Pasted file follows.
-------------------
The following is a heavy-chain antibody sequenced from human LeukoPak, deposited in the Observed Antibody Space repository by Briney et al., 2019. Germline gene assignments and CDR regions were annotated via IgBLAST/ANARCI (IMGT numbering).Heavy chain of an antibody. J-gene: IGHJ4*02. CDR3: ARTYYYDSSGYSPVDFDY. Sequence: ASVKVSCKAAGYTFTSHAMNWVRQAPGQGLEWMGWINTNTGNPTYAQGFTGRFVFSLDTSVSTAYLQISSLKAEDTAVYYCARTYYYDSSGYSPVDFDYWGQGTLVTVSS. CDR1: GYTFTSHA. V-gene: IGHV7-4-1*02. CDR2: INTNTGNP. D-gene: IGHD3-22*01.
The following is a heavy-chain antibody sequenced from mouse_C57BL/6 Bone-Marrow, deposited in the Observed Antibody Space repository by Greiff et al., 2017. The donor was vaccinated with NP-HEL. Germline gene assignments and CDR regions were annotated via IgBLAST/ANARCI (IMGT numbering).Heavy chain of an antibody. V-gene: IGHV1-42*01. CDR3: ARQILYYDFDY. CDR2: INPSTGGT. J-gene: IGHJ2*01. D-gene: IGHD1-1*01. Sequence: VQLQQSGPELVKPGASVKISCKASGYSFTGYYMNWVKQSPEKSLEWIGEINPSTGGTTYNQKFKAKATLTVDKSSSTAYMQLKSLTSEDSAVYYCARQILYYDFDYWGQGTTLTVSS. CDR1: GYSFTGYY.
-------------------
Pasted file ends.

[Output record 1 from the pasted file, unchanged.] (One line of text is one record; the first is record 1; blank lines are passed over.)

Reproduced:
The following is a heavy-chain antibody sequenced from human LeukoPak, deposited in the Observed Antibody Space repository by Briney et al., 2019. Germline gene assignments and CDR regions were annotated via IgBLAST/ANARCI (IMGT numbering).Heavy chain of an antibody. J-gene: IGHJ4*02. CDR3: ARTYYYDSSGYSPVDFDY. Sequence: ASVKVSCKAAGYTFTSHAMNWVRQAPGQGLEWMGWINTNTGNPTYAQGFTGRFVFSLDTSVSTAYLQISSLKAEDTAVYYCARTYYYDSSGYSPVDFDYWGQGTLVTVSS. CDR1: GYTFTSHA. V-gene: IGHV7-4-1*02. CDR2: INTNTGNP. D-gene: IGHD3-22*01.